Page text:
And the bridge came tumbling down part 2

I mentioned in my post about Mostar, that we listened to stories of war. Miran, owner of Hostel Miran in Mostar, was a teenager when the conflict begun. As we sat listening to him, you could tell how much it had affected his life.

war barricks

Army barracks

He was 16 when it started, a time nowadays when some people chose to leave school, he was forced to. There was little food, no clean water (unless you wanted to go down to the river and risk snipers.) He told us that this wasn’t just a one sided war, in the East, you had the Serbs, who not only had a larger army but more weapons (after collecting them after WW2.) And in the west was Croatia, who originally worked with Bosnia but then in 1993 begun kicking people out of their homes. Miran told of the night the Croatian soldiers came to his house, how his father asked for a few more minutes to think about what they wanted to do, then how they escaped through the window to the other side of the river. The risk of course was getting caught and being taken to a detention camp.

1993 was also when the Mostar bridge was destroyed

1993 was also when the Mostar bridge was destroyed

Miran showed us a video of the Hostel (which in that period was his family home.) you could see the damage that had happened, the boarded up windows, crumbled walls. You could hear shells going off in the background as well as sniper bullets hitting the building across the road.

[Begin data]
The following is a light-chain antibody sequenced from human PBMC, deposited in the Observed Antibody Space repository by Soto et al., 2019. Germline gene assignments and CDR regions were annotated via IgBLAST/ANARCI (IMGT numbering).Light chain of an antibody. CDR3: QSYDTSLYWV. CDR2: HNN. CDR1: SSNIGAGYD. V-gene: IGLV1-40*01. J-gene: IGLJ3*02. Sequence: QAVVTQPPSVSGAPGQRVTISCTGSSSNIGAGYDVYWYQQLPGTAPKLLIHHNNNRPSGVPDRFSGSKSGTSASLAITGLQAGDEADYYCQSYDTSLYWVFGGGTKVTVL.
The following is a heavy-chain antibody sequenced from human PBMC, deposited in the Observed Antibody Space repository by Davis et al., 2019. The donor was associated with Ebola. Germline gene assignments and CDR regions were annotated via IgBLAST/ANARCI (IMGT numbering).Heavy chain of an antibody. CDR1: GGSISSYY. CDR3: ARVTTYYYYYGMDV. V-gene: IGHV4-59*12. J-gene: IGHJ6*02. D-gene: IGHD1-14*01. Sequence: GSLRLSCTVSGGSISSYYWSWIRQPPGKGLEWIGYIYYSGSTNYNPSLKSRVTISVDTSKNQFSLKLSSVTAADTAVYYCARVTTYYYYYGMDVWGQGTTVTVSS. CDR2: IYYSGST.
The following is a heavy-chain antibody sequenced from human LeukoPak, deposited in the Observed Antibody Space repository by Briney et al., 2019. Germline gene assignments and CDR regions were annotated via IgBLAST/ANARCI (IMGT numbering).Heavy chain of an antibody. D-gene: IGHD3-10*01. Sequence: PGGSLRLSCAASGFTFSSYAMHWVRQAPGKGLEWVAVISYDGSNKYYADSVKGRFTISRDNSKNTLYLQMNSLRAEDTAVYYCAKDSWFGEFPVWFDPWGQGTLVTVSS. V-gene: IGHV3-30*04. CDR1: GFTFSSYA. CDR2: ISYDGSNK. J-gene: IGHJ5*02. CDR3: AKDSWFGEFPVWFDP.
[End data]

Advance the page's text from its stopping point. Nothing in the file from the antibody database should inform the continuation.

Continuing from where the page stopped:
soldiers shoes

Shoes left behind

Miran also mentioned to us the job that he and his friends were given from the army. When the UN finally sent troops in Mostar, their job was to get as much equipment (weapons/food) off them as they could. Being teenage boys, they used the one thing they knew any man would want after spending weeks near the frontline with only other men…nudie magazines. It was Mirans job to offer up the mags and see what they would give him for them. Of course this was only a diversion, while the troops were bartering over a magazine, the rest of his friends snuck round the back and raider tanks for what ever they could get their hands on. When he finished, Miran remembers sprinting back to the army headquarters where he and his friends would hide for several day. This was only till it was time to repeat the whole thing with troops from the next country the UN sent in.

Graffiti in Mostar

Graffiti in Mostar

In 1995, due to increasing pressure from NATO and The USA, the fighting stopped. Miran, as well as the Lonely Planet compared the damage in Mostar to that of Dresden after WW2.

This is my retelling of what I’ve been told regarding the fighting in Mostar. It is one sided because it is one mans view that I heard. Maybe you know a different side to the story. If you do let me know, if you think I’m missed anything important or have got a fact wrong, please let me know.


3 thoughts on “And the bridge came tumbling down part 2

  1. Kerri (@bluehair_Be) says:

    I can’t imagine growing up in something like that. I feel so lucky to be born when i was and where I was. I think it’s great to listen to the stories of people though from different times like that, it really broadens our views on the world, I think.

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